“Semantic, shemantics” says Alan Wilensky in reaction to today’s ReadWriteweb post: Top 10 Semantic Web Products of 2008. I have to agree with him that these apps just all seem to process existing data in different ways to create a new node in the network rather than to deliver content that is relevant to me and that I can trust (key word: trust). But these apps are exciting because they show glimpse of what’s possible when we push beyond the search engines, particularlyZemanta, which helps you produce content better, and Glue, which helps you connect better.
When Web 2.0 became the buzzword du jour, it had to define what Web 1.0 was, and inevitably people started to question what would Web 3.0 be, if anything. However, a few publications, including a New York Times article from November 2006, shaped to the vision of what Web 3.0 is expected to become. PC Magazine defined it as:
“to many, Web 3.0 is something called the Semantic Web, a term coined by Tim Berners-Lee, the man who invented the (first) World Wide Web. In essence, the Semantic Web is a place where machines can read web pages much as we humans read them, a place where search engines and software agents can better troll the Net and find what we’re looking for.”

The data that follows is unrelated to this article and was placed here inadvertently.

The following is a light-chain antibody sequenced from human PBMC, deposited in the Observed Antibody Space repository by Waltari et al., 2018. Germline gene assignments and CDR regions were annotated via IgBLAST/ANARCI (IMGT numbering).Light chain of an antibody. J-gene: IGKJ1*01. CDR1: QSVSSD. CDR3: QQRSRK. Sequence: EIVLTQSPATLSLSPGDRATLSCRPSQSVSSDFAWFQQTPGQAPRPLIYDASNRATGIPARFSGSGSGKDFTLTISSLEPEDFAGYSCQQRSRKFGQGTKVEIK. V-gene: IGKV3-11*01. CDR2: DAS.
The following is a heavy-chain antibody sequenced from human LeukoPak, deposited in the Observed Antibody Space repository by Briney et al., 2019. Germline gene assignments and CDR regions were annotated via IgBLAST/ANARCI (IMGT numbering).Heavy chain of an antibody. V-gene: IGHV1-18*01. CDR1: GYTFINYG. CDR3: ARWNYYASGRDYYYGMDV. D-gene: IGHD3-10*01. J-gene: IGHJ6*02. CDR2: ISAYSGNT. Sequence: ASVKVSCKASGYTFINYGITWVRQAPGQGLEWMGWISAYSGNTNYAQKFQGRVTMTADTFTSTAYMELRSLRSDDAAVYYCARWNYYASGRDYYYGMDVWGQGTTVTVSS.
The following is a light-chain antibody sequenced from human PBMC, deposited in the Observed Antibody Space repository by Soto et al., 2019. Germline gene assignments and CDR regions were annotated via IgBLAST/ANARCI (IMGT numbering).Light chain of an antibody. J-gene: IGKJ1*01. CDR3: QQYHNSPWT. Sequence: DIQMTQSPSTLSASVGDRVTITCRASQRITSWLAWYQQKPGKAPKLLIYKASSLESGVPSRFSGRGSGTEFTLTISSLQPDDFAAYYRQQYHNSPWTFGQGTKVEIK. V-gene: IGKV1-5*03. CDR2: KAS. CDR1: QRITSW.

Initially people thought that having a Semantic Web requires a major overhaul of data tagging and a standard organizational structure that translates across browsers and platforms. This goes against the organizational (or rather disorganization) principles of Web 2.0, where tools allow individual users to tag their content to create taxonomies that may be unrelated to one another, thus making Semantic Web an almost inconceivable plan. Yet, in MIT Technology Review (2007), John Borland wrote how the growth of UGC and social sites like flickr and del.icio.us have changed the approach to building a smarter Web, directing the research to finding ways to extract data from unstructured environments. They realize the power of self-regulating communities and it has become the Eden for the latest initiatives around Web 3.0. And that’s where companies such as the ones highlighted by ReadWriteWeb come in.
Ultimately, we need a smarter solution to Web 2.0’s explosion of content. Current search engines and organizational principles are not sufficient to make sense of the data. Critics of Web 2.0, and in particular social media, argue that we have created an uncontrollable amount of content that is highly unreliable and impossible to distinguish. And those concerns are precisely what’s driving the arrival of Web 3.0.
Meanwhile I’m trying out a few of these applications and seeing what they do for me and how helpful they really are. I’ll post on December 15 with results.